Recently, Aero Mexico started using the Facebook Messenger chatbot to answer very general questions from customers. The main idea was to answer 80% of the questions, which are usually repetitive and on common topics. Thus, AI is of great help in avoiding a repetitive process. Airlines are benefiting tremendously from this. KLM Royal Dutch Airlines uses AI to answer customer questions on Twitter and Facebook. It uses an algorithm from a company called Digital Genius, that has learned from over 50,000 questions and answers. In addition, Deutsche Lufthansa's Mildred bot can help search for the lowest fares.
International hotel search engine Trivago has acquired Tripl, a Hamburg, Germany-based machine learning startup that builds its product with recommendation and personalization technology, allowing it to take a customer-centric approach. The artificial intelligence algorithm provides tailored travel recommendations by identifying trends in users' social media activities and comparing them to internal data from users with similar interests. When it launched, users could sign up only on Facebook and share a lot of information about their profile, such as friends, relationship status, hometown and birthdays.
Person-based travel recommendations, the use of images and personalized text are now gaining traction to drive travel. KePSLA's travel recommendation platform is one of the first in the world to do so using deep learning and NLP solutions. With 81% of people believing that smart machines would be better at processing data than humans, there is also a level of trust in this area from consumers.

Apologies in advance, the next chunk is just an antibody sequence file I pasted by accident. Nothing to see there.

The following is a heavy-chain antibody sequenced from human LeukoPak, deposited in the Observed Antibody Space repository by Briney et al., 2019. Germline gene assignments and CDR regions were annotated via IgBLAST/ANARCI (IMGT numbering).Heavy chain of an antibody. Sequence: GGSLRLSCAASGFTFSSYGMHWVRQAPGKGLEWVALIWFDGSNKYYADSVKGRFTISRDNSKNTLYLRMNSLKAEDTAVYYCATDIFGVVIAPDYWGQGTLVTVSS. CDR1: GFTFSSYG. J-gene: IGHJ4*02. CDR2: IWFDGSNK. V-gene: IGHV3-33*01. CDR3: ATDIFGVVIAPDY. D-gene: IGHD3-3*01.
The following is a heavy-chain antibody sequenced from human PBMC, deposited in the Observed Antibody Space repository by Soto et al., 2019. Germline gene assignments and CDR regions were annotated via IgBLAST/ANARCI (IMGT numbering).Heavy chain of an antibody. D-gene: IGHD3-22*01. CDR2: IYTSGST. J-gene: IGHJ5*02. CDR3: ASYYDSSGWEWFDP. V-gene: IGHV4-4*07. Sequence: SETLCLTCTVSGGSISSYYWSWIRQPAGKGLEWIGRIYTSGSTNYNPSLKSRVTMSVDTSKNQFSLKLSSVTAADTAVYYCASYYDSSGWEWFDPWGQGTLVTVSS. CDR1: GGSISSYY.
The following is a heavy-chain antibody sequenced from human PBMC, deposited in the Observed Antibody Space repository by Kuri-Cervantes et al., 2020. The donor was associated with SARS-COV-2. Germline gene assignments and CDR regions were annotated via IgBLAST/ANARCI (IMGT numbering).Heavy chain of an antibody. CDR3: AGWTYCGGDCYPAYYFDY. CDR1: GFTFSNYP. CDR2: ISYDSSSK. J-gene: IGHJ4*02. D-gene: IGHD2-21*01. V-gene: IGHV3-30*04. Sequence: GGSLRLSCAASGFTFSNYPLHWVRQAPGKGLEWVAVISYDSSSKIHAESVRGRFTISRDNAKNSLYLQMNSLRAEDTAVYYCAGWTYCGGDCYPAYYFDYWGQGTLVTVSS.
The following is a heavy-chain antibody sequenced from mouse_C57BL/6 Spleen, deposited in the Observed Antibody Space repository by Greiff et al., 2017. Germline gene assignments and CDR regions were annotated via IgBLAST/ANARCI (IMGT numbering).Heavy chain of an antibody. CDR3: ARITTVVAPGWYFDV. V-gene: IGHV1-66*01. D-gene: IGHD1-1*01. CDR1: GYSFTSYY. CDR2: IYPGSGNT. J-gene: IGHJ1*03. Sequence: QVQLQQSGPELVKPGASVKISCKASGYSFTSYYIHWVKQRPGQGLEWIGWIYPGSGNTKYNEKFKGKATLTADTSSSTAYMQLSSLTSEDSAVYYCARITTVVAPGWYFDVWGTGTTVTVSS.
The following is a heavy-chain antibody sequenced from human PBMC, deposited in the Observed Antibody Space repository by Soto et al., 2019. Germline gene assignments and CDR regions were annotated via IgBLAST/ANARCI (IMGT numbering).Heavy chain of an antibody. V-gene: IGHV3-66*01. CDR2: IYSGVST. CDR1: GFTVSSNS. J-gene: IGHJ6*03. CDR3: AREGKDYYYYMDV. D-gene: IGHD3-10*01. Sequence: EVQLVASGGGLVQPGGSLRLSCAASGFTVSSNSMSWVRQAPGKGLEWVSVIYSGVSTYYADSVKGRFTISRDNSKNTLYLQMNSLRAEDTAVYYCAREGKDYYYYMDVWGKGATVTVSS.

Dorchester Collection is another hotel chain that uses AI. However, instead of using it to provide a front-end service, it has embraced it to interpret and analyze customer behavior in-depth as raw data. In partnership with technology company Richey TX, Dorchester Collection helped develop an AI platform called Metis.
By digging into customer feedback, such as surveys and comments (which would take an inordinate amount of time to find and analyze manually), it is able to measure performance and instantly discover what really matters to customers. Dorchester using Metis found out that breakfast was not only an expectation but something that guests truly valued. As a result, hotels began thinking about how they could improve and personalize the breakfast experience.
Flight and hotel rates are dynamic and vary in real-time, depending on the provider. No one has the time to manually track all these changes. That's why smart algorithms that monitor and send timely alerts on the most attractive deals are currently in high demand in the travel industry.
Trivago and Make my trip sift through a multitude of data points, variables, and supply and demand models to recommend optimized travel and hotel prices. AltexSoft's scientific team designed a similarly innovative fare prediction tool for one of its clients, an international online travel agency, Fareboom.com. Working on its core product, a digital travel booking website, they were able to access and collect historical data on millions of fare searches going back several years. Mining this dataset, they were able to create a self-learning algorithm, capable of forecasting future price movements based on a number of factors, such as seasonal trends, demand growth, airline specials, and deals.
The previous case is primarily focused on planning trips and helping users solve the most common travel problems. Automated disruption management is somewhat different. It aims to solve real-world problems that a traveler might encounter while traveling to a destination point. Primarily applied to business and professional travel, disruption management is always an urgent task, requiring an immediate response.